The horse market being what it is, those kind of horses are just not worth the effort and risk. It takes a certain amount of time and effort to develop a good horse. You might as well put that time and effort into a horse whose predisposition sets him up for success.
GHC: How often would you say you end up using a horse that needs a fair amount of training, versus one that already knows the job?
JS: I always ride colts. I don't like riding broke horses. The horses I own, who are broke, I usually borrow out to folks who need them. Say a friend's horse goes lame, or is sick or other wise unusable, and he needs a horse. I'll borrow my broke horse to him, so he can do the job. I might ride him afterwards to make sure my training is still there, and my friend's mistakes don't stay. But generally I enjoy riding the young ones and sweet talking them into becoming experienced, seasoned horses. I like them, they like me, everybody is happy.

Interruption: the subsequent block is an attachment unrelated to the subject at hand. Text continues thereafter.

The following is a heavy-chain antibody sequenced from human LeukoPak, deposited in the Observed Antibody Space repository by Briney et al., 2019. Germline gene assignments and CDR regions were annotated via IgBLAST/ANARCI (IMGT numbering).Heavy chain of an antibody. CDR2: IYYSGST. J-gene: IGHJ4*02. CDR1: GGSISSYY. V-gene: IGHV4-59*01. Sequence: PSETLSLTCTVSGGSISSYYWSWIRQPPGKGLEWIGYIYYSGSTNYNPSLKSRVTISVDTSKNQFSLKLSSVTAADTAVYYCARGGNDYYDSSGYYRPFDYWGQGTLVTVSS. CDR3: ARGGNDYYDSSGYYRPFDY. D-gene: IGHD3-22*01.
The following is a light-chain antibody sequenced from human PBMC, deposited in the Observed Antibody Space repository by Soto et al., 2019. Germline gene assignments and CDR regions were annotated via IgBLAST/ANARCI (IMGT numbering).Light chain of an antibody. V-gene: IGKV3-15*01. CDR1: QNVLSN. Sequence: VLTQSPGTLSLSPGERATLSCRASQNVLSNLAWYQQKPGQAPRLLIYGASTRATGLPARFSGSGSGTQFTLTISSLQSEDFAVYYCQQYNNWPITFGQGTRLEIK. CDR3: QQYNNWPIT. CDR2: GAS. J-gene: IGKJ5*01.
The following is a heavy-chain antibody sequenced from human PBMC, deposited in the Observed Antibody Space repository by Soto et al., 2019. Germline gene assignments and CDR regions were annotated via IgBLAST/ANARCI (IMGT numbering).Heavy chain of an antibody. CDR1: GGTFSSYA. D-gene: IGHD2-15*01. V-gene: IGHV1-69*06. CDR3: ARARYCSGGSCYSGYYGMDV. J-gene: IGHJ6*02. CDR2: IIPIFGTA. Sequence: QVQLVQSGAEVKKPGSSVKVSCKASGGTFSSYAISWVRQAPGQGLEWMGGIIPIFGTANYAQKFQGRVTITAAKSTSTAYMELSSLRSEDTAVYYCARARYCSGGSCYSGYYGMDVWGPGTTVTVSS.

JS: No set time on that, seeing as every horse gets developed for each individual owner. I rode a sorrel mare, whose owner wanted to improve his riding skills. So I rode her very correct. When he rides his horse now, he has to ride her correct, so that she will do things correct.
Another mare belongs to a lady that just wants a nice trail horse. So that mare got rode with the goal of accepting all things, riding sideways, backwards, halter, no bridle, bareback. I also rode her to forgive little mistakes. For example the cue for lope often comes with an "ohmygosh-we're-going-so-fast" reaction with those types of riders. So every time I loped the mare, I gave her a check. "Please lope--check".